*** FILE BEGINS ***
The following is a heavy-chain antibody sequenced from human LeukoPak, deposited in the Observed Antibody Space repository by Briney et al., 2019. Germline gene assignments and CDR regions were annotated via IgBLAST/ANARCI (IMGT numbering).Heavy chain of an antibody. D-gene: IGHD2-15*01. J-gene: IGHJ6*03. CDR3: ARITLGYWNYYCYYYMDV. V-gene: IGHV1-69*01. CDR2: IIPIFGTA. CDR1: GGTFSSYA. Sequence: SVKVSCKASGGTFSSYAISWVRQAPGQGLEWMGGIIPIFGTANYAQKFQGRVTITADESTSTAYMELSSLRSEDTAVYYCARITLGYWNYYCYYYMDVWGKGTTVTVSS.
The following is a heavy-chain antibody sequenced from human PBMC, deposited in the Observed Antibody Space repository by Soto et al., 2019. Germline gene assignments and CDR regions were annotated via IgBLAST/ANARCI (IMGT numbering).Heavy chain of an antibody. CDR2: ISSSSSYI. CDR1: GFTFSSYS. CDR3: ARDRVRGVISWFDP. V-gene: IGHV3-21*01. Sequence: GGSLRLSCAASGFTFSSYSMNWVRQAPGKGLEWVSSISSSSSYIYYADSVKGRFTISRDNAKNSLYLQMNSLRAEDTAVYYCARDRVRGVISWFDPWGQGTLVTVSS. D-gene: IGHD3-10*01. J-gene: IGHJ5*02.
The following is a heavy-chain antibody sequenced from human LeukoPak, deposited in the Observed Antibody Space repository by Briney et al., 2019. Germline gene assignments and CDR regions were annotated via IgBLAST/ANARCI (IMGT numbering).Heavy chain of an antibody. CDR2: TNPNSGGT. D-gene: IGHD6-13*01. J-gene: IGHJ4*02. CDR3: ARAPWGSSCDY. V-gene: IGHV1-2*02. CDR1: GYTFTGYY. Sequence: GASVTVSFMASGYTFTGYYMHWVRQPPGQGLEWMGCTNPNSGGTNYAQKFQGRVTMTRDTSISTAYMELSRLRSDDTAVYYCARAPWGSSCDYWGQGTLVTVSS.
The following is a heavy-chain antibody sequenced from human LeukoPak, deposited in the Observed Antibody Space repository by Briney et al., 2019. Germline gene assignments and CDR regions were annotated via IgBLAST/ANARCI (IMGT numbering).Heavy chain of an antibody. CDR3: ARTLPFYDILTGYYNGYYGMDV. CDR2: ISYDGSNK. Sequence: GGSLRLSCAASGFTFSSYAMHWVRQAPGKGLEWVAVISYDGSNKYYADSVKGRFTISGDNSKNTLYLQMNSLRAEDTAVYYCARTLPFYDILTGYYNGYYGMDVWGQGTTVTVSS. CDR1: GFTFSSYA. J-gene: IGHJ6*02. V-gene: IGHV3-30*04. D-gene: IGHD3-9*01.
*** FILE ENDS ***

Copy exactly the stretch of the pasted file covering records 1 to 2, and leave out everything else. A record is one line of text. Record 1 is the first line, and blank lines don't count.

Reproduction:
The following is a heavy-chain antibody sequenced from human LeukoPak, deposited in the Observed Antibody Space repository by Briney et al., 2019. Germline gene assignments and CDR regions were annotated via IgBLAST/ANARCI (IMGT numbering).Heavy chain of an antibody. D-gene: IGHD2-15*01. J-gene: IGHJ6*03. CDR3: ARITLGYWNYYCYYYMDV. V-gene: IGHV1-69*01. CDR2: IIPIFGTA. CDR1: GGTFSSYA. Sequence: SVKVSCKASGGTFSSYAISWVRQAPGQGLEWMGGIIPIFGTANYAQKFQGRVTITADESTSTAYMELSSLRSEDTAVYYCARITLGYWNYYCYYYMDVWGKGTTVTVSS.
The following is a heavy-chain antibody sequenced from human PBMC, deposited in the Observed Antibody Space repository by Soto et al., 2019. Germline gene assignments and CDR regions were annotated via IgBLAST/ANARCI (IMGT numbering).Heavy chain of an antibody. CDR2: ISSSSSYI. CDR1: GFTFSSYS. CDR3: ARDRVRGVISWFDP. V-gene: IGHV3-21*01. Sequence: GGSLRLSCAASGFTFSSYSMNWVRQAPGKGLEWVSSISSSSSYIYYADSVKGRFTISRDNAKNSLYLQMNSLRAEDTAVYYCARDRVRGVISWFDPWGQGTLVTVSS. D-gene: IGHD3-10*01. J-gene: IGHJ5*02.